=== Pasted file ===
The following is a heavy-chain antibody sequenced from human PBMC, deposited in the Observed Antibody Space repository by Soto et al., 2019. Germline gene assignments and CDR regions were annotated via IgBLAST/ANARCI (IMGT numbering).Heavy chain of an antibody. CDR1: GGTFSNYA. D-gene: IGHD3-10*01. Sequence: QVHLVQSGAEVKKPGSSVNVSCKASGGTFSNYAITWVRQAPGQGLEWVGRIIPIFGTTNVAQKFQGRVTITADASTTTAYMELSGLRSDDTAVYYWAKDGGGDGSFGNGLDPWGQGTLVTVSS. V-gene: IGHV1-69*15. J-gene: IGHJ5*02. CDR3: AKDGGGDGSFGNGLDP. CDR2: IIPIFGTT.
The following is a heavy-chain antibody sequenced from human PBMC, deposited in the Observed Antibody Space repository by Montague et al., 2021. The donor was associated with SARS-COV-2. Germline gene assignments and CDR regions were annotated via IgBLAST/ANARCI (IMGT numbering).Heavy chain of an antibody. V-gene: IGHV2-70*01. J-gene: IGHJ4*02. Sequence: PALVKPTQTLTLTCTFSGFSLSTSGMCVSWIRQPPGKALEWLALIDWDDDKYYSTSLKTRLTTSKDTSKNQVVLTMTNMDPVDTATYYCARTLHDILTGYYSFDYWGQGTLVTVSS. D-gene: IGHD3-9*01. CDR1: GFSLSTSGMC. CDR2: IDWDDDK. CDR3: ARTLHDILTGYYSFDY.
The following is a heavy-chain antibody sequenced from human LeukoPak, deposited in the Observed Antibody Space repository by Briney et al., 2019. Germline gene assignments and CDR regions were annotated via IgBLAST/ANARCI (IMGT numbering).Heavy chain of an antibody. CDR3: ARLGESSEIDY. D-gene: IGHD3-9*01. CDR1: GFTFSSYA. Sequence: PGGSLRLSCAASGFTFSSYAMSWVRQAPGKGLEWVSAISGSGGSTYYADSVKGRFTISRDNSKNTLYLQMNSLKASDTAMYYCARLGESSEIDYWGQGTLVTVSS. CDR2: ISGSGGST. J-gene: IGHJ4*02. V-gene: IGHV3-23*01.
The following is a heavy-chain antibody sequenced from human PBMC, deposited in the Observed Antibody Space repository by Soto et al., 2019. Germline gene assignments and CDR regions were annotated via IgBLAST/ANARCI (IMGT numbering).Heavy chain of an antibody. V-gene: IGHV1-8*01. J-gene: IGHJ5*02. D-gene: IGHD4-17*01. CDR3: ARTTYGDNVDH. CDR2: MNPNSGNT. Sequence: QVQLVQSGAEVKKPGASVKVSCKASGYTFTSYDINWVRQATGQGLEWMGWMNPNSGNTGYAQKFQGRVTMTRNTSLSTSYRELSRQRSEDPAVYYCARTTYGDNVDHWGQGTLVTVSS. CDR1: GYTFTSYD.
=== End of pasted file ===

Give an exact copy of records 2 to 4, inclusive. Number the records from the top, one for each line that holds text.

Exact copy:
The following is a heavy-chain antibody sequenced from human PBMC, deposited in the Observed Antibody Space repository by Montague et al., 2021. The donor was associated with SARS-COV-2. Germline gene assignments and CDR regions were annotated via IgBLAST/ANARCI (IMGT numbering).Heavy chain of an antibody. V-gene: IGHV2-70*01. J-gene: IGHJ4*02. Sequence: PALVKPTQTLTLTCTFSGFSLSTSGMCVSWIRQPPGKALEWLALIDWDDDKYYSTSLKTRLTTSKDTSKNQVVLTMTNMDPVDTATYYCARTLHDILTGYYSFDYWGQGTLVTVSS. D-gene: IGHD3-9*01. CDR1: GFSLSTSGMC. CDR2: IDWDDDK. CDR3: ARTLHDILTGYYSFDY.
The following is a heavy-chain antibody sequenced from human LeukoPak, deposited in the Observed Antibody Space repository by Briney et al., 2019. Germline gene assignments and CDR regions were annotated via IgBLAST/ANARCI (IMGT numbering).Heavy chain of an antibody. CDR3: ARLGESSEIDY. D-gene: IGHD3-9*01. CDR1: GFTFSSYA. Sequence: PGGSLRLSCAASGFTFSSYAMSWVRQAPGKGLEWVSAISGSGGSTYYADSVKGRFTISRDNSKNTLYLQMNSLKASDTAMYYCARLGESSEIDYWGQGTLVTVSS. CDR2: ISGSGGST. J-gene: IGHJ4*02. V-gene: IGHV3-23*01.
The following is a heavy-chain antibody sequenced from human PBMC, deposited in the Observed Antibody Space repository by Soto et al., 2019. Germline gene assignments and CDR regions were annotated via IgBLAST/ANARCI (IMGT numbering).Heavy chain of an antibody. V-gene: IGHV1-8*01. J-gene: IGHJ5*02. D-gene: IGHD4-17*01. CDR3: ARTTYGDNVDH. CDR2: MNPNSGNT. Sequence: QVQLVQSGAEVKKPGASVKVSCKASGYTFTSYDINWVRQATGQGLEWMGWMNPNSGNTGYAQKFQGRVTMTRNTSLSTSYRELSRQRSEDPAVYYCARTTYGDNVDHWGQGTLVTVSS. CDR1: GYTFTSYD.